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Thoughts on Writing

PUT THE CAUSE BEFORE THE EFFECT


It all started when she hit me back.
— Anonymous five-year-old child


Business writers often obfuscate their ideas unnecessarily by reversing the natural flow of cause and effect. The notion that cause precedes effect is one of the most powerful patterns of our mental conditioning. When presented with a statement that puts the effect before the cause, the reader’s first impulse is to put the information back into cause-effect order.  This requires mental effort, which many readers are unwilling to exert.  Rather than turn your sentence around in their head, they quietly figure, “Why bother?” and proceed without comprehending your sentence.

State the cause of the situation you are describing before you state the effect. Stating causes clearly requires writers to acknowledge their own actions or errors and to place responsibility squarely on others when necessary. Maybe this is why so many people are loath to put causes first.

If you develop the habit of putting effects before causes, you might unwittingly omit the cause when you are in a hurry or are trying to streamline your work. However, your readers need to understand causes, because comprehending the causes of problems helps them find more intelligent solutions. When you remove the cause, you leave your reader with a fact — an effect — without any explanation of what led to that effect. If you want your reports and analyses to be useful to your readers, emphasize causes.

Some sentence constructions lend themselves naturally to burying causes. Try to avoid them.

PROBLEM: Putting the effect before the cause.

SOLUTION: Rework the sentence so that the cause precedes the effect.

B is due to A.

A led to B.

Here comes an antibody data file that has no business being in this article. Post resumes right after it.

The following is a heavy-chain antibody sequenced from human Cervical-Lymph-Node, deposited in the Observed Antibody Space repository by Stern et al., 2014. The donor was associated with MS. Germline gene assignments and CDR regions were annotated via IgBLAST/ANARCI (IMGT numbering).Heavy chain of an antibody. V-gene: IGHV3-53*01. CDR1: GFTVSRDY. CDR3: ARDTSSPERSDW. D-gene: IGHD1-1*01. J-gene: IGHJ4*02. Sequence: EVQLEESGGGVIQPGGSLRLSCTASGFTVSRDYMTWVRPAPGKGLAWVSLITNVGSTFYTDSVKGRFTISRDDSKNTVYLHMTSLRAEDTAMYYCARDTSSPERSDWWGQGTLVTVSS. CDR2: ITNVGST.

B is caused by A.

A caused B.

B was the result of A.

A caused B, or A led to B.

B can be attributed to A.

A led to B.




Notice that in all of the Solution examples, the cause, A, is the grammatical subject of the sentence and the verb is in the active voice.  Switching to the more powerful active voice is just one positive side-effect of putting causes first.  Put the  origin before its effect and your readers will follow you anywhere.

 

copyright 2010 Elizabeth Danziger All rights reserved.

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    These courses are not taught by a general skills trainer who happens to teach writing. Elizabeth Danziger has been published by major publishing houses such as Random House and Harcourt Brace. Her work has appeared in many national magazines. She is an expert writer and editor who brings her knowledge as a resource to participants.
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    With plenty of exercises and opportunities for interaction, the Worktalk trainings move quickly. Subjects that were terrifying in grammar school become fun and interesting in these outstanding programs.
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